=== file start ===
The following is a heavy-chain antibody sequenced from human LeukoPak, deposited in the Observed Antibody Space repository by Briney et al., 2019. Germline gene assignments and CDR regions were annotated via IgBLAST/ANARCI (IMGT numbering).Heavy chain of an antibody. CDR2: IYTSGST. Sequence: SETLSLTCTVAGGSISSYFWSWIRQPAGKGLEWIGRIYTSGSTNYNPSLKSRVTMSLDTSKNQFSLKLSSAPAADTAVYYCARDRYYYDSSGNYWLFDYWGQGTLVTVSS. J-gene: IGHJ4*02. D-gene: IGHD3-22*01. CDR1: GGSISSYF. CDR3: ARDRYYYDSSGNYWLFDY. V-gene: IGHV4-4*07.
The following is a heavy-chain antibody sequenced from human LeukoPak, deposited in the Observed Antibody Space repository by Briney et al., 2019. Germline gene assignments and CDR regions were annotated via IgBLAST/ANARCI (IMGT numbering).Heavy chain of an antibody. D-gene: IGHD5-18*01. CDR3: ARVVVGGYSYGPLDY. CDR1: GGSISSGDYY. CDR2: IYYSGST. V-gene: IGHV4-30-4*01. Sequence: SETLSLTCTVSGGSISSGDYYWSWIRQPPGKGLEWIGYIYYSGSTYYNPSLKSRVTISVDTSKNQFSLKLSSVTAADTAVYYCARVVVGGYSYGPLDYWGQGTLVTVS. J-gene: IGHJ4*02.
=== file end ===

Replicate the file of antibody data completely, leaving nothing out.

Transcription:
The following is a heavy-chain antibody sequenced from human LeukoPak, deposited in the Observed Antibody Space repository by Briney et al., 2019. Germline gene assignments and CDR regions were annotated via IgBLAST/ANARCI (IMGT numbering).Heavy chain of an antibody. CDR2: IYTSGST. Sequence: SETLSLTCTVAGGSISSYFWSWIRQPAGKGLEWIGRIYTSGSTNYNPSLKSRVTMSLDTSKNQFSLKLSSAPAADTAVYYCARDRYYYDSSGNYWLFDYWGQGTLVTVSS. J-gene: IGHJ4*02. D-gene: IGHD3-22*01. CDR1: GGSISSYF. CDR3: ARDRYYYDSSGNYWLFDY. V-gene: IGHV4-4*07.
The following is a heavy-chain antibody sequenced from human LeukoPak, deposited in the Observed Antibody Space repository by Briney et al., 2019. Germline gene assignments and CDR regions were annotated via IgBLAST/ANARCI (IMGT numbering).Heavy chain of an antibody. D-gene: IGHD5-18*01. CDR3: ARVVVGGYSYGPLDY. CDR1: GGSISSGDYY. CDR2: IYYSGST. V-gene: IGHV4-30-4*01. Sequence: SETLSLTCTVSGGSISSGDYYWSWIRQPPGKGLEWIGYIYYSGSTYYNPSLKSRVTISVDTSKNQFSLKLSSVTAADTAVYYCARVVVGGYSYGPLDYWGQGTLVTVS. J-gene: IGHJ4*02.